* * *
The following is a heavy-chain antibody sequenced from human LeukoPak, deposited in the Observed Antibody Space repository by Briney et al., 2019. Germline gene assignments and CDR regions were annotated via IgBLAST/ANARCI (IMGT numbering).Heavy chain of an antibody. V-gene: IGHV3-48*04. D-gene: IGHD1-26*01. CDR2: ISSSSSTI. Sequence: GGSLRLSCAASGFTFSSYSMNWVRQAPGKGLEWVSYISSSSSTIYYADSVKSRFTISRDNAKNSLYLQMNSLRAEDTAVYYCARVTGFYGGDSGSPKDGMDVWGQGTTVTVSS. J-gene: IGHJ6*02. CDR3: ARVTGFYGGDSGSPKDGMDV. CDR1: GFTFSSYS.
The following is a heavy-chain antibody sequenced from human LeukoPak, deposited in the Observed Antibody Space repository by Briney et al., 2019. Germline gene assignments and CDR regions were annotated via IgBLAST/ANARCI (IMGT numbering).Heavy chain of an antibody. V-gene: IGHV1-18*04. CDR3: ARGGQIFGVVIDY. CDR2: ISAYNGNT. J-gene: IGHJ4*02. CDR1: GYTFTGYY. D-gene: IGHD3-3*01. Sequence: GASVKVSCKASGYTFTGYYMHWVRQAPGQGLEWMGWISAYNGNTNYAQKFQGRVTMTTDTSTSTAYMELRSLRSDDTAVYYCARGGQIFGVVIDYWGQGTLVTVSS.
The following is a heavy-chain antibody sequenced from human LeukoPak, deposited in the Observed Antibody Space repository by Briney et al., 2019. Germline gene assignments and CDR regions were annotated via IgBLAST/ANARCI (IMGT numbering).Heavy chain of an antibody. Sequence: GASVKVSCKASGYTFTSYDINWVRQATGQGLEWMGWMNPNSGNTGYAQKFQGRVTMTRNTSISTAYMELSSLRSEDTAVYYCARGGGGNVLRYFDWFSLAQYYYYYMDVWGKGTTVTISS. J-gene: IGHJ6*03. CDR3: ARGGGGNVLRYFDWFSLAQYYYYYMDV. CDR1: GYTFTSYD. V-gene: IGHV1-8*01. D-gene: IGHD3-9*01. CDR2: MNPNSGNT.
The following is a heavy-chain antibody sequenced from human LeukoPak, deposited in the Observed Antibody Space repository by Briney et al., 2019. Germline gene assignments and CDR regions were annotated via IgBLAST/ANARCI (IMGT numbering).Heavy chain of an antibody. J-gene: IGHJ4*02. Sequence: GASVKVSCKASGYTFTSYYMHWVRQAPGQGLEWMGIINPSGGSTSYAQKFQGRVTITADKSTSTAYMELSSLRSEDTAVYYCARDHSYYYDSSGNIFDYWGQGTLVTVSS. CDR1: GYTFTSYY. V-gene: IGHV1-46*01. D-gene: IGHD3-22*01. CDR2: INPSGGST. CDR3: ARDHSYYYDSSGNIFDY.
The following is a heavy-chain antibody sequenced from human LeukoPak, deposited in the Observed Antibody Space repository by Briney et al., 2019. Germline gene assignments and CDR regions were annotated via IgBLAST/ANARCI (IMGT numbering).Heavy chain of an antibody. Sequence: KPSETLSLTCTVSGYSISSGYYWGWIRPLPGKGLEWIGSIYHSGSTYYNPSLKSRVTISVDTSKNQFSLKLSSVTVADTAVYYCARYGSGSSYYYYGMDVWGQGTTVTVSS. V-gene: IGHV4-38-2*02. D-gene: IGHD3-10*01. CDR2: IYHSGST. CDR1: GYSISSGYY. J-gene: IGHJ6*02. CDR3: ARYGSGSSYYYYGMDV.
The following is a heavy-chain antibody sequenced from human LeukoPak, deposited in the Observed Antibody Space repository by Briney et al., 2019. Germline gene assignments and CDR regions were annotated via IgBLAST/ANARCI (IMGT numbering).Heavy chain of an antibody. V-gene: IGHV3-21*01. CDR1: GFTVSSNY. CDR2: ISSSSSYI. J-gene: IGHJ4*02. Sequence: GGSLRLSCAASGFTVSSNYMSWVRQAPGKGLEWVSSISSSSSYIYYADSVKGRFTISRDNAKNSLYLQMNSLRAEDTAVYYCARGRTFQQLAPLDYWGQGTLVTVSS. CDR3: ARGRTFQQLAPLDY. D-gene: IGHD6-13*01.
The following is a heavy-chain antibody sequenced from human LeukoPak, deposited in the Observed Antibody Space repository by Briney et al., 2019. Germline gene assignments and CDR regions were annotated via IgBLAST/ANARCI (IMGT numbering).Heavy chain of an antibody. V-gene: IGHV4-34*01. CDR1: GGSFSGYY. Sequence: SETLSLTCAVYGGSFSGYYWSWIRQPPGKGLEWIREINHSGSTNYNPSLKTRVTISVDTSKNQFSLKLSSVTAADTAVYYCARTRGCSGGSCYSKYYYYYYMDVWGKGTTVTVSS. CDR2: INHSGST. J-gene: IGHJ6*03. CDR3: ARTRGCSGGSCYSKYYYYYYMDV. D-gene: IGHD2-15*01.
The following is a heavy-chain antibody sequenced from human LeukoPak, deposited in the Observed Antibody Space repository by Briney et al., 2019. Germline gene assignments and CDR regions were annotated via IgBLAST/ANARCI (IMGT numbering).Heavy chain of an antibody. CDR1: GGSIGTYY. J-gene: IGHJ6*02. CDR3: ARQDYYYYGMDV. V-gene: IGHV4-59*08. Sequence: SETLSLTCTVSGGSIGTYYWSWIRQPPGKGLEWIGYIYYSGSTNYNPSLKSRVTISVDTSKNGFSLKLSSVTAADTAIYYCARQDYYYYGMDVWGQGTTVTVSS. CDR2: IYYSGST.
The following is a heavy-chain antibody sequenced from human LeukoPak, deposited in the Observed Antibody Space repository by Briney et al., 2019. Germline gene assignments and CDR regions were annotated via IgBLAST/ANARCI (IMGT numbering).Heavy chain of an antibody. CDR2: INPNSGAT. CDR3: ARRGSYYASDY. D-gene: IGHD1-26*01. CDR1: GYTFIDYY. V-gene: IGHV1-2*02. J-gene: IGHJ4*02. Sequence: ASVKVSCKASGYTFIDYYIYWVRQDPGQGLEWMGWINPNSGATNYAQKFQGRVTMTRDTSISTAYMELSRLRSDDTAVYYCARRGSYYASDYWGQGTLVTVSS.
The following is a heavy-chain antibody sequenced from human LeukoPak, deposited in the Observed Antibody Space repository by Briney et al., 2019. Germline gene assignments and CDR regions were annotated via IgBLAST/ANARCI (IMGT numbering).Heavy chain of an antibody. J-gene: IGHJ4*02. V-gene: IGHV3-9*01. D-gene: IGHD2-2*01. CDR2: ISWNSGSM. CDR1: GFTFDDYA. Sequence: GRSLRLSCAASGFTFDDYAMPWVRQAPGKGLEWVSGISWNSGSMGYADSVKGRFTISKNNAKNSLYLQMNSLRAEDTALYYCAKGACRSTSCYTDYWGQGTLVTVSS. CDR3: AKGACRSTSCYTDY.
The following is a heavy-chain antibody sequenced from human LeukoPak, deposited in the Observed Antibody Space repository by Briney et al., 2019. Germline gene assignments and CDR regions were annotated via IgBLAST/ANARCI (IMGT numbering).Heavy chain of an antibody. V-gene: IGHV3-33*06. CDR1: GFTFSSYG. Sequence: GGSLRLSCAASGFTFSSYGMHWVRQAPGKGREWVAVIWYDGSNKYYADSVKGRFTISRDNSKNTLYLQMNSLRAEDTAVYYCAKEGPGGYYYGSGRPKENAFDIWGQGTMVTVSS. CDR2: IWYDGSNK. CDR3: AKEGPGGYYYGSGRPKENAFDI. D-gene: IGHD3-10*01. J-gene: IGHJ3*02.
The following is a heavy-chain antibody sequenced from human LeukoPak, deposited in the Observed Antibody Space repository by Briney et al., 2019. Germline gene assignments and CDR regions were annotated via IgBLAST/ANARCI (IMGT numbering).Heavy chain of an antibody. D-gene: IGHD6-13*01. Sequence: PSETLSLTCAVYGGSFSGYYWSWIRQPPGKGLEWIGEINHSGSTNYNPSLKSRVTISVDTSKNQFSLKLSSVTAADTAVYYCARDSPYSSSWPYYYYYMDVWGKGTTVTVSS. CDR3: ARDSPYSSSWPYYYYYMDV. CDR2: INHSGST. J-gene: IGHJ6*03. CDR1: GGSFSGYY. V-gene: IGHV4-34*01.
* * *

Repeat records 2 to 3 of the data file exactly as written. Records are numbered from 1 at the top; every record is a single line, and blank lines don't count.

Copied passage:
The following is a heavy-chain antibody sequenced from human LeukoPak, deposited in the Observed Antibody Space repository by Briney et al., 2019. Germline gene assignments and CDR regions were annotated via IgBLAST/ANARCI (IMGT numbering).Heavy chain of an antibody. V-gene: IGHV1-18*04. CDR3: ARGGQIFGVVIDY. CDR2: ISAYNGNT. J-gene: IGHJ4*02. CDR1: GYTFTGYY. D-gene: IGHD3-3*01. Sequence: GASVKVSCKASGYTFTGYYMHWVRQAPGQGLEWMGWISAYNGNTNYAQKFQGRVTMTTDTSTSTAYMELRSLRSDDTAVYYCARGGQIFGVVIDYWGQGTLVTVSS.
The following is a heavy-chain antibody sequenced from human LeukoPak, deposited in the Observed Antibody Space repository by Briney et al., 2019. Germline gene assignments and CDR regions were annotated via IgBLAST/ANARCI (IMGT numbering).Heavy chain of an antibody. Sequence: GASVKVSCKASGYTFTSYDINWVRQATGQGLEWMGWMNPNSGNTGYAQKFQGRVTMTRNTSISTAYMELSSLRSEDTAVYYCARGGGGNVLRYFDWFSLAQYYYYYMDVWGKGTTVTISS. J-gene: IGHJ6*03. CDR3: ARGGGGNVLRYFDWFSLAQYYYYYMDV. CDR1: GYTFTSYD. V-gene: IGHV1-8*01. D-gene: IGHD3-9*01. CDR2: MNPNSGNT.